When this feature was made back in 1981, I was aggressively applying to film companies and distributors of such around town. I was working for a company called Gilboy. We had movies that we shipped all over the U.S. usually six reels is the average length of a feature and they ship in metal cans. Our top movie was Star Wars. We couldn’t ship it fast enough, that’s when we all discovered for eternity Ms. Carrie Fisher.
She became bigger than life from that role of Princess Leia and most likely, bigger than Debbie Reynolds, the MGM matriarch. Once you’re a goddess from another Universe, you have reached your peak. So, this fun romp was just a throwback to a time when Culver City was overrun by dwarfs and little people. Debbie would eventually grace MGM in the fifties the way Carrie graced the Universe in the seventies onwards.
This story of the Munchkins arriving to make The Wizard of Oz had to touch a sentimental nerve in both Carrie and Debbie. Debbie would have worked with people involved with the making of the original Wizard of Oz. Carrie and Todd Fisher would grow up on these studio backlots that ringed the city.
What’s neat was all things existed in 1981 as they did in the years 37/38. Other than the backlots, which were all scorched earth by the time this recreation was made. Many of our our city landmarks still remained. The Culver Hotel being most centerpiece. A gate was built on the street named Van Buren for this film. It has Culver City Studios attached to it. The studio should be Selznick Studios and Gone With the Wind was taking up much of the studio located on Ince Blvd. The studio was Culver City Studios-in 1981, now Amazon Studios occupies this landmark.
The hotel that was described as Culver’s skyscraper looks down on all of this. It’s as rich in history as our studios themselves. They are directly tied together in fact. Previous owners besides the founder Harry Culver would include Charlie Chaplin and John Wayne. Legend has it Chaplin lost the hotel in a card game.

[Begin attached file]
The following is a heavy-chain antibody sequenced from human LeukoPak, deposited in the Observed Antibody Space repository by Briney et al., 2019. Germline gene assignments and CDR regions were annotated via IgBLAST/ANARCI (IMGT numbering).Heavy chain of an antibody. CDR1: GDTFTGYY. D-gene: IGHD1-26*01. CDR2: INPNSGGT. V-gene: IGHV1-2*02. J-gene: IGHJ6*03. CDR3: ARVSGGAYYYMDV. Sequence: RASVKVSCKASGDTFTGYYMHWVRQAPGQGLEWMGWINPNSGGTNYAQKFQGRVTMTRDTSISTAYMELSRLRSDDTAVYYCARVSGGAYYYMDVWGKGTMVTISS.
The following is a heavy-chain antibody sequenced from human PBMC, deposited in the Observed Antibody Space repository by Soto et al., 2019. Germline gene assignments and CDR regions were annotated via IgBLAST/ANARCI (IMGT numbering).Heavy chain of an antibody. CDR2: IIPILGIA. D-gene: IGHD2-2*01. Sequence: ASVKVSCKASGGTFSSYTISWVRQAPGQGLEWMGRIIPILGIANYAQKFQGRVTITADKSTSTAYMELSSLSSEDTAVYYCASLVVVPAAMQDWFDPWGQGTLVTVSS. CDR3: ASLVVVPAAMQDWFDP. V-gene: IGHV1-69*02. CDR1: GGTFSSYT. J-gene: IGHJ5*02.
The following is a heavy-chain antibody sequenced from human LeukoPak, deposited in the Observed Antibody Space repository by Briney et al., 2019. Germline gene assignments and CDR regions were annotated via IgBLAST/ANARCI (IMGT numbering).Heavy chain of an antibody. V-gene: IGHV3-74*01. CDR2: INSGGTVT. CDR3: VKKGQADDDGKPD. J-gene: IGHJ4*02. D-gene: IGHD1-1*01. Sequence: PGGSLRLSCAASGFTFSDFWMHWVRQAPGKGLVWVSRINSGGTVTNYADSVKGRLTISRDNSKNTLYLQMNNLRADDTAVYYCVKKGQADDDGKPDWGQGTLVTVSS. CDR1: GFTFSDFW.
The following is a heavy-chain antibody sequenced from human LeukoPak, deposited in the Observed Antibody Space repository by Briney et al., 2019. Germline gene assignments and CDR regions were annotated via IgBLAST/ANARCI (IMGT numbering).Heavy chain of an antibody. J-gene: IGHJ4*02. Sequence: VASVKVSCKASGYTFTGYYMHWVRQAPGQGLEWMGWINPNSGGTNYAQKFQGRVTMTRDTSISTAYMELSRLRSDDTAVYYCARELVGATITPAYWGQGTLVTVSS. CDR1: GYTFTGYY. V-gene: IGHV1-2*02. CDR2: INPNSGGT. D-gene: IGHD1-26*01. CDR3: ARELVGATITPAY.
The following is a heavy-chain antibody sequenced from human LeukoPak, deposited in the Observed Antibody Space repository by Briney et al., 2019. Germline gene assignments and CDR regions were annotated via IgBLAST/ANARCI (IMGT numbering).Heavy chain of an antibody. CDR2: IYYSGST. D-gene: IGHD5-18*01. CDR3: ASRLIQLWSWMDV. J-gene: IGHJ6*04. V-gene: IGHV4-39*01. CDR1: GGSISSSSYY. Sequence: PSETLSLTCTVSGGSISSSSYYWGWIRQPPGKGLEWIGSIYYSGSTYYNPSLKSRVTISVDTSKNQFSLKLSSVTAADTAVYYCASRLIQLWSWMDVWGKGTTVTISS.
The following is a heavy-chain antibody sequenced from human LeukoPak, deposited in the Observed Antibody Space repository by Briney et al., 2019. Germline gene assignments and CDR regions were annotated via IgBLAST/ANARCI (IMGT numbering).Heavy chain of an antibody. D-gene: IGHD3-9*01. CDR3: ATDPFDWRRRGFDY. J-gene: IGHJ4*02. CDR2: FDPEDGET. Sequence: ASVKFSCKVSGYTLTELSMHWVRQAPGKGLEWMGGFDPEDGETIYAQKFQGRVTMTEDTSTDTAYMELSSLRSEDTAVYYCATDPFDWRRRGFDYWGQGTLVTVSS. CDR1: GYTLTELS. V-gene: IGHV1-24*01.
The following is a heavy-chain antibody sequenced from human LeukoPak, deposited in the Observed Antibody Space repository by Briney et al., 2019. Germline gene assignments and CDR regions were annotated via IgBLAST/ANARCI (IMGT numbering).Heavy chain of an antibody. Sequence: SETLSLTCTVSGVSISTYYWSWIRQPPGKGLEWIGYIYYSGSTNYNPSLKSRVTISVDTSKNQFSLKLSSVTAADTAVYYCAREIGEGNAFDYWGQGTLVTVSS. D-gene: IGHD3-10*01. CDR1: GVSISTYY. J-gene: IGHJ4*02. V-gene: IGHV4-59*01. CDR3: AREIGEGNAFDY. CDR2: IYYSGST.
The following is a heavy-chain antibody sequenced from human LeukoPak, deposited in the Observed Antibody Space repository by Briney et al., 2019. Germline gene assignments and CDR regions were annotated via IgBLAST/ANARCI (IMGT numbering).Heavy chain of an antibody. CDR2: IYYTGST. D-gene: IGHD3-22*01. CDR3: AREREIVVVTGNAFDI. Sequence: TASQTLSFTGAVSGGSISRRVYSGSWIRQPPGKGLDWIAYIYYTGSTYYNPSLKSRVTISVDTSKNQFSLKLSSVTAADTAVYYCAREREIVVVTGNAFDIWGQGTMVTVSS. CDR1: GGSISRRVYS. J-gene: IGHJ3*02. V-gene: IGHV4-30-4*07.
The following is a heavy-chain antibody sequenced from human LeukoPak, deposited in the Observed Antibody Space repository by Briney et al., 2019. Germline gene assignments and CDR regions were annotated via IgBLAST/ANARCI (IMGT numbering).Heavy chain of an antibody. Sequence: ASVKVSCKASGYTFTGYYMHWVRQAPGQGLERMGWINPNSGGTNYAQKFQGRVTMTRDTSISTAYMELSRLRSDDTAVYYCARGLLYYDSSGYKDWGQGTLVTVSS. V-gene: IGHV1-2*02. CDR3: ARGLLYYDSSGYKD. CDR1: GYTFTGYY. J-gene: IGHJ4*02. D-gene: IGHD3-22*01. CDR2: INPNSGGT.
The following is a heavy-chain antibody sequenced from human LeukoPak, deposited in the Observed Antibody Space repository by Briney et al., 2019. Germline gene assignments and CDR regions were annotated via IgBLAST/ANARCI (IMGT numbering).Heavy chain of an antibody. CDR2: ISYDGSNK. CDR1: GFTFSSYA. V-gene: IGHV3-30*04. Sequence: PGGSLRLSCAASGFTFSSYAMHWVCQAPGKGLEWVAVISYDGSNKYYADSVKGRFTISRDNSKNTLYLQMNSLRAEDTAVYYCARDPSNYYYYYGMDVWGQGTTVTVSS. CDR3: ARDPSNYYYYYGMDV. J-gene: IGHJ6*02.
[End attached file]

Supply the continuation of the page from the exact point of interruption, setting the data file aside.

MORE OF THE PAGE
The Hotel opened September 4,1924, two months before the owner of the studio across the street-ThomasInce mysteriously passed on- aboard the Hearst yacht. Way back when Hollywoodland sign glowed proudly, looking down upon its aspiring film making entrepreneurs.
Let’s just say- The party was just getting started as this corner was being developed 1918-1924. After Ince’s death, RKO and Joseph Kennedy took over and the studio took on a rogue toughness. The backlot was a wild ranch, not lined with structured game plans like were being designed by MGM. One studio had a master plan while the other – shot from the hip. Even though highly competitive, the hotel and this entire downtown was a place for studio execs to compare notes on who gets what perks and where this film business is headed.
This area came together during silent film days- The Golden Age of Hollywood.
From 1924 until the time Under the Rainbow came here in 1981, the history on this corner is second to none in all of Hollywood. 20th Century Fox, Universal, Warner Brothers are not built in a way that intersects so intimately with its potential audience. Many of our residents work on these films and movie stars are just par for the course. Paramount is centered in a way much like our Culver Studios.
A who’s who of guests have included Clark Gable, Mickey Rooney, Greta Garbo, Judy Garland, Joan Crawford, Lana Turner, Red Skelton, Buster Keaton, Douglas Fairbanks, Frank Sinatra, and Ronald Reagan. Dwight D. Eisenhower even had a campaign office inside in his run for office in 1952. Casts from Gone With the Wind and the Wizard of Oz both staying here including over a hundred Munchkins were lodged here. But entertainment was across the street, at Big Ed’s Bar
It’s famous for the likes of Desi Arnaz, Leonard Nimoy, Batman, and every studio mogul and actor in need of a stiff drink. A tunnel existed from this Culver Hotel to the bar across the street. This was a speak- easy during prohibition. Drinking never stopped around here and drastically increased during this original production. The bar had an escape route back to your hotel. From all accounts, this corner was wilder than this film portrays it.
Drinks were on hand during this remake, Chevy Chase parked his black 911 Turbo Porsche right outside its saloon doors. My dad has many stories inside Big Ed’s. The Bar is featured in the film Barfly. My dad became a member of SAG after some shrewd negotiations by me and the producer in front of this bar. I became an agent, I got my dad a trailer and healthy residuals, a huge upgrade from a box lunch and all the booze you can drink. Ohh the memories…
This corner is as iconic as any in Hollywood. Robert Stack and his Untouchables was never really able to clean up this section, since Studio execs need it to freshen up at lunch time. More than one episode has Tommy Gun’s a-blazing right across the street from this watering hole. I can only imagine Robert Stack coming in to order a drink… “No, no no alcohol here sir!”
It wouldn’t shock me to hear a booze tunnel extended into the studio administration building, but I digress.
6 thoughts on “Under the Rainbow”
Thanks for the appreciation. I like this reflection backwards myself. Pick your decade …
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I loved this. I had a few drinks in Big Ed’s when it was pretty much a dive bar but it was wonderful! The Wizard of Oz and GWTW are my favorites!
Does Big Ed’s still exist?
No sadly they tore it down.